A new book by SDSU's Joanne Ferraro is a sweeping portrait of the floating city.
The labyrinth of bridges and canals throughout the historic city of Venice leaves many a tourist confused and lost.
However, an understanding of the city’s beginnings will make discovering Venice such an intriguing adventure, that one won’t mind hitting the infamous dead ends.
Joanne Ferraro, chair of the history department at San Diego State University has penned a new book, "Venice: History of the Floating City," that delves into the history and culture of the majestic city.
It is the most up-to-date book on the history of Venice, bringing together the last 40 years of research in multiple disciplines for the first time. The book also emphasizes the city’s development as a multi-ethnic, multicultural maritime power.
“Venice is not just a western European city or an Italian city, it is a world city,” Ferraro said. “Over the ages, many people have not only come to visit but to stay, so Venice was rich with immigrant communities throughout its history.”
The Venetian culture
Beginning in the year 1000, Venice became a Mediterranean power with trading experiences that reached as far as China and to North Africa.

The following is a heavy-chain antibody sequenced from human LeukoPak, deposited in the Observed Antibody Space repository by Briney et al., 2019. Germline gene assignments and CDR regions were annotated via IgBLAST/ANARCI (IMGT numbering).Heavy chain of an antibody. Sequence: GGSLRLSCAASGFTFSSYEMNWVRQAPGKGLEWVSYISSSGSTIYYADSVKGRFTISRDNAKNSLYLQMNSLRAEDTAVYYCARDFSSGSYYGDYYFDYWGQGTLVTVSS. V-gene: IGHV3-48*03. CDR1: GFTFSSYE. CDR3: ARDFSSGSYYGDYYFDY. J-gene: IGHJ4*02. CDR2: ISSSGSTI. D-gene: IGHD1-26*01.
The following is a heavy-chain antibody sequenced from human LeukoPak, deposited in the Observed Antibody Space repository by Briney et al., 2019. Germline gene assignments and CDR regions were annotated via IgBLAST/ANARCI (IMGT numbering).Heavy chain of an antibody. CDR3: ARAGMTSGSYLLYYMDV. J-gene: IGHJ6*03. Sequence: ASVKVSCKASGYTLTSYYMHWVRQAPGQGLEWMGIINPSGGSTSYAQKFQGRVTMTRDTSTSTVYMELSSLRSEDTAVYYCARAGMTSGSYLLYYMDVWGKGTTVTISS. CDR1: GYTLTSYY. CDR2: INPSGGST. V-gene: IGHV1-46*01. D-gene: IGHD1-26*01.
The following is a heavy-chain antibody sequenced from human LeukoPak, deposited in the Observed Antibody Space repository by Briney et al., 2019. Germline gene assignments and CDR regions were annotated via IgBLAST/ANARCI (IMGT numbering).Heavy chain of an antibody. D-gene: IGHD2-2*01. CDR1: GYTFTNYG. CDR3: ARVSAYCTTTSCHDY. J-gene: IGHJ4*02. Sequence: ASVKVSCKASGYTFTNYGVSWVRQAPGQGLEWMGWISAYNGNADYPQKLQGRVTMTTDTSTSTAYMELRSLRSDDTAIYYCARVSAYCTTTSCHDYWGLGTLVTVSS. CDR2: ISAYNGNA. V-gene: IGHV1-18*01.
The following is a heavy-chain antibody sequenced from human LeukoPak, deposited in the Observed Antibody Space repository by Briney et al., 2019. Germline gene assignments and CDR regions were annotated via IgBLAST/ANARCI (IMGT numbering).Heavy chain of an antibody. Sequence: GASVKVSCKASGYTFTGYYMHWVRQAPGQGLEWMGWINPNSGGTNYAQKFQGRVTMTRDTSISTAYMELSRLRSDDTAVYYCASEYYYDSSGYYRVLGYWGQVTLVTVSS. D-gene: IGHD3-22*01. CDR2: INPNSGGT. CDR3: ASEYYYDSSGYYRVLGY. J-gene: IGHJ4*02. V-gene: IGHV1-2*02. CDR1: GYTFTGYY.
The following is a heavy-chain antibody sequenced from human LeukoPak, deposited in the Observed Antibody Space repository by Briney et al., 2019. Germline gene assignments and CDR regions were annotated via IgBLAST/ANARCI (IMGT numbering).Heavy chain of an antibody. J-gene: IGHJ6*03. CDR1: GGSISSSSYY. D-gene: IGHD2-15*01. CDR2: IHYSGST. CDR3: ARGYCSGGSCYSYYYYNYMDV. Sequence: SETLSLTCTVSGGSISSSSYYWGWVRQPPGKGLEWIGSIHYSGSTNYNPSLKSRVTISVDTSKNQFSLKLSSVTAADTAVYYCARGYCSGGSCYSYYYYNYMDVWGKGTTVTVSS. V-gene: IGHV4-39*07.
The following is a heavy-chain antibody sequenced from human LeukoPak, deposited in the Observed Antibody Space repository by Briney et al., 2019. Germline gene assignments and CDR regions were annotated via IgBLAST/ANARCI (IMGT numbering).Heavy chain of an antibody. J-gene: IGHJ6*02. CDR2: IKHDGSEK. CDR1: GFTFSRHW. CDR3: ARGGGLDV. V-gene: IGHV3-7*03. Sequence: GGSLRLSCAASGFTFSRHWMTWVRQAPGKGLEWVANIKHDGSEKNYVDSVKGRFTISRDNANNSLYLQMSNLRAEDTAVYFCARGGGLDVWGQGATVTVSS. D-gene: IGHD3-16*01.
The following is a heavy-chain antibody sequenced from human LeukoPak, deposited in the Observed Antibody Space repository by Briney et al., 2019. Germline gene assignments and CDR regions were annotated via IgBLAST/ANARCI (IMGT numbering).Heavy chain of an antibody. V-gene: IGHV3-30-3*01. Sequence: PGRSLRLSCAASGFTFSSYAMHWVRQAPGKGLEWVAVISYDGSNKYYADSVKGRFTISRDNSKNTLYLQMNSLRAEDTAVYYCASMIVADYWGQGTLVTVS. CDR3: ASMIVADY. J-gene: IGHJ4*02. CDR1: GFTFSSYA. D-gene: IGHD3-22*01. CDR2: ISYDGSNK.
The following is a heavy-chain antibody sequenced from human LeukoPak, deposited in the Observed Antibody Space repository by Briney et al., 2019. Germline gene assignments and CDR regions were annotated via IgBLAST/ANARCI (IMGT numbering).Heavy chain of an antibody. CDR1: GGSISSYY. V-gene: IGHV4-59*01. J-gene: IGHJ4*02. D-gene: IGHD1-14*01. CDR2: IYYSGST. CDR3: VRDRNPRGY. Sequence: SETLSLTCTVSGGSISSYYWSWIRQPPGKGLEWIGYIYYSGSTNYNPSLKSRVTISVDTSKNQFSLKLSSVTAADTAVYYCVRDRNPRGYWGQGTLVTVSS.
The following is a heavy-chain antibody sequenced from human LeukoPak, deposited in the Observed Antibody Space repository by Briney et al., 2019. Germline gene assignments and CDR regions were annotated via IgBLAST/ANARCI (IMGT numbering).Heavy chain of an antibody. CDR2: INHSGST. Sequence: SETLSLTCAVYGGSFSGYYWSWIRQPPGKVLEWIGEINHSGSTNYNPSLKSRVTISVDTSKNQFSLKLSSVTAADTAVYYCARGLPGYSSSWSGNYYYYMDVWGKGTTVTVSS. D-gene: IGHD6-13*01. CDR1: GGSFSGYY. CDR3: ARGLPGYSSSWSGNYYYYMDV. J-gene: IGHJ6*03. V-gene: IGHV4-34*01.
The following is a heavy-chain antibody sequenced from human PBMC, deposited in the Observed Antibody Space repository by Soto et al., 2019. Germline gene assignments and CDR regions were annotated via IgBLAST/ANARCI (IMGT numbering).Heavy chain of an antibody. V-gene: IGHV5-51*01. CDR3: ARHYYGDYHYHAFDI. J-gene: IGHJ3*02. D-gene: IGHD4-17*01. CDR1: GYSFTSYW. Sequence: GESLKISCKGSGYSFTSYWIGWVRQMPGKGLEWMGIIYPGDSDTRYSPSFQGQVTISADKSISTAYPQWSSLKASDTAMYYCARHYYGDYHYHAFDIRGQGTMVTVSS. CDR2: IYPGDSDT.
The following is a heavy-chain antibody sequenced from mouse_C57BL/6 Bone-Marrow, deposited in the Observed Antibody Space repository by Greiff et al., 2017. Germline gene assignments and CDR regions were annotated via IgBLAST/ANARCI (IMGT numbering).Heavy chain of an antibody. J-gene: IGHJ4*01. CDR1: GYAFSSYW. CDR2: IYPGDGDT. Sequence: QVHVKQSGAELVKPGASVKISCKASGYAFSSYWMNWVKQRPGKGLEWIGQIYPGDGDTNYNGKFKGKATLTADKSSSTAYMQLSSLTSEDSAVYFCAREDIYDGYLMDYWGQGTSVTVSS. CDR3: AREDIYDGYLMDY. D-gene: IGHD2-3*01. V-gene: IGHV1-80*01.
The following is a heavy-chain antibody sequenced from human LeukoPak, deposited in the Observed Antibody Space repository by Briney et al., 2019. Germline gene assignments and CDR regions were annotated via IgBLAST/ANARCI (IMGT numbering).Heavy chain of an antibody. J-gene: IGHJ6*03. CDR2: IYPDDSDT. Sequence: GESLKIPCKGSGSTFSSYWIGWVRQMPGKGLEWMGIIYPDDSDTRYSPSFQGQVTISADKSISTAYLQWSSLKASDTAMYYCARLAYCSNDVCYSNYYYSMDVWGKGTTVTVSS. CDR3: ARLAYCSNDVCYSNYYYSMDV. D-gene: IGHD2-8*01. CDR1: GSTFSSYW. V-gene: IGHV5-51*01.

“You can see it in the food that the Venetians ate; many of their recipes came from the Middle East," Ferraro said. "The fabrics they manufactured have names that come from places like Persia or China. Their home décor has all kinds of Turkish artifacts. So it really is a multicultural environment.”
Ferraro also uncovers some of the darker secrets of Venetian life, including the hidden sexual practices in the city and the social problems that arise from them.
A specialist in the history of sexuality, Ferraro discusses how the city dealt with issues like sexually-transmitted disease, unwanted pregnancies and women who claimed to have special powers of spirituality.
Lecture and book signing
"Venice: The History of the Floating City" goes on sale Aug. 14, but Ferraro will present a special lecture and book signing at 6 p.m. Thursday, July 26 at the Timken Museum in Balboa Park. A limited number of advanced copies of the book will be available.